Beggars are now a feature of our city streets. It’s now difficult to distinguish between people who really need help and those who could fend for themselves. That’s where my problem lies. I am ready to make a judgement about who is ‘deserving’ and who is not. I’m happy to help the deserving poor but not the others. What evidence do I have when considering my judgement? What right do I have to judge? I suppose the answer is that I am in no position to judge. I have no idea what circumstances have brought about the change in someone’s life that sees them outcasts. Given those circumstances could I find myself becoming an outcast? Jesus had no problem in associating freely with the outcasts.

What about sinners? Am I prepared to denounce those who are seen to be ‘living in sin’ or in prison? Jesus didn’t condemn sinners. His mission was to save sinners while He was without sin. On the other hand I am a sinner. My sins might not be publicly noted but never the less I’m not in a position to cast the first stone. As Jesus showed compassion to sinner shouldn’t I do the same?

The period leading up to Christmas (starts mid-October now) has become a time to focus on buying gifts. Television adverts are full of great ideas for things you must give this Christmas. I watched part of a television programme about the most expensive gifts you can buy. They had gold plated everything you could think of. The best things were also diamond studded. I noticed a curious thing. The people buying the gifts wanted to show that only they could give these gifts. The gift was a sign of their status rather than their regard for the recipient. Christmas has become all about ‘me’.

The real Christmas is about a different gift. The coming of Christ is God’s gift to us. Christmas is not about me; it’s about others. The giving of gifts is about showing our appreciation of those we love. The message is quite simple. If you want to be happy forget about you and do what God does – think about others.

I hope you have a happy, relaxing Christmas.

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My December Column – Guide to Happiness

My December Column is published in the Scottish Catholic Observer this weekend.

It continues my look at the Ten Commandments as God’s guide to happiness.  This is the Christmas Bumper issue and is great value at £2. Lots of good articles.

If you are too late then my full text will appear here next week.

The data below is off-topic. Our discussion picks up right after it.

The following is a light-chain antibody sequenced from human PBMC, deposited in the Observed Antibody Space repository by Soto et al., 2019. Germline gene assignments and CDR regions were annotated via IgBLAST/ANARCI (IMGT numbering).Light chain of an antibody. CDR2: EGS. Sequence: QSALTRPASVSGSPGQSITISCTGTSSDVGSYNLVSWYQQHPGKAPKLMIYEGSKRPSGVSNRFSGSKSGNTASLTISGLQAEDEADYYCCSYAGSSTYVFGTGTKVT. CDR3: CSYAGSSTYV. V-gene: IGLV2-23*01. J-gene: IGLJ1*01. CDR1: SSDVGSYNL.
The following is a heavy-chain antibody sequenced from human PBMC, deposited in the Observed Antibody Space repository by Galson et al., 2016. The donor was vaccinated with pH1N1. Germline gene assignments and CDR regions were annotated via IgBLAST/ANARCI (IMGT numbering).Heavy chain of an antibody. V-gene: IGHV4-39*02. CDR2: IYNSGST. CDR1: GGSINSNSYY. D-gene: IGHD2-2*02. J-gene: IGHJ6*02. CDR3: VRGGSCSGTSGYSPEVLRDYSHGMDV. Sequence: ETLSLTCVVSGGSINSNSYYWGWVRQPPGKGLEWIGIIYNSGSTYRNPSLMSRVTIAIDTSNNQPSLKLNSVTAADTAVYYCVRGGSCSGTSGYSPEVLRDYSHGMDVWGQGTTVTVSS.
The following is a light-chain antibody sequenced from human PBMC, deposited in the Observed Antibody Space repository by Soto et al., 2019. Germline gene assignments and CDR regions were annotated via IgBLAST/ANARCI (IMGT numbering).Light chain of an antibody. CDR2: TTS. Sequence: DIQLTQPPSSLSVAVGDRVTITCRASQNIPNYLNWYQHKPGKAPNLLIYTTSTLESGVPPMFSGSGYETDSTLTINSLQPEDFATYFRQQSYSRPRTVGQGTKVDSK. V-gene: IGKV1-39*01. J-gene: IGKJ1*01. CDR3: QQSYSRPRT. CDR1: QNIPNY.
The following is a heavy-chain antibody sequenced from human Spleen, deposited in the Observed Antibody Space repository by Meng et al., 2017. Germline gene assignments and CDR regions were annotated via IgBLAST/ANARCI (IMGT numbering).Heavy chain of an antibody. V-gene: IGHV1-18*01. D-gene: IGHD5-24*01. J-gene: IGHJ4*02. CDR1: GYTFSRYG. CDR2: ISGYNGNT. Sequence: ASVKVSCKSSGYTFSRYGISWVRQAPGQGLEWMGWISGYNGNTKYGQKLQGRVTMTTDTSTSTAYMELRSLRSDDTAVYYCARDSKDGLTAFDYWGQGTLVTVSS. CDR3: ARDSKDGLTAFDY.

Happy Christmas!

My November Column – The First Commandment – Full Text

This article was published in the Scottish Catholic Observer on the 1st December 2017.

The First Commandment

Last month I set myself the task of looking at the Ten Commandments as a guide to human happiness. This is harder than I had imagined. How do we know that we are happy? We find it easy to know when we are unhappy but I don’t go about thinking how happy I am. I think it is when we are unhappy that we can see how happy we had been before.

Now the Commandments were given to Moses when the Israelites were so unhappy in their wanderings in the desert that they began to reject God. They were so unhappy that they began to pine for the good old days when they were slaves being mistreated by the Egyptians. They had been told that God would lead them to a new land where they would have all the good things they wanted. Now they couldn’t see any sign of this Promised Land and they felt that God had failed to provide what He had promised.

Does this sound familiar? Sometimes I hear people complain that they have prayed to God for a solution to a problem and they have seen no answer. Why doesn’t God give us what we ask for? In the first commandment God sets out to clarify the nature of our relationship. He says, “I am the Lord thy God: thou shalt not have strange Gods before Me.” You might notice I’m using the old fashioned ‘thou’ rather than the more familiar ‘you’. That was deliberate. Thou is a singular form. God is making it plain He is talking to me, not just the whole group; this is means me. He is telling me that he is the one who will decide what to do and when to do it. I don’t call the shots.

If we look at where we get this commandment from we go back to the Old Testament. In Deuteronomy we find,

“I am the LORD your God, who brought you out of the land of Egypt, out of the house of bondage. You shall have no other gods before me.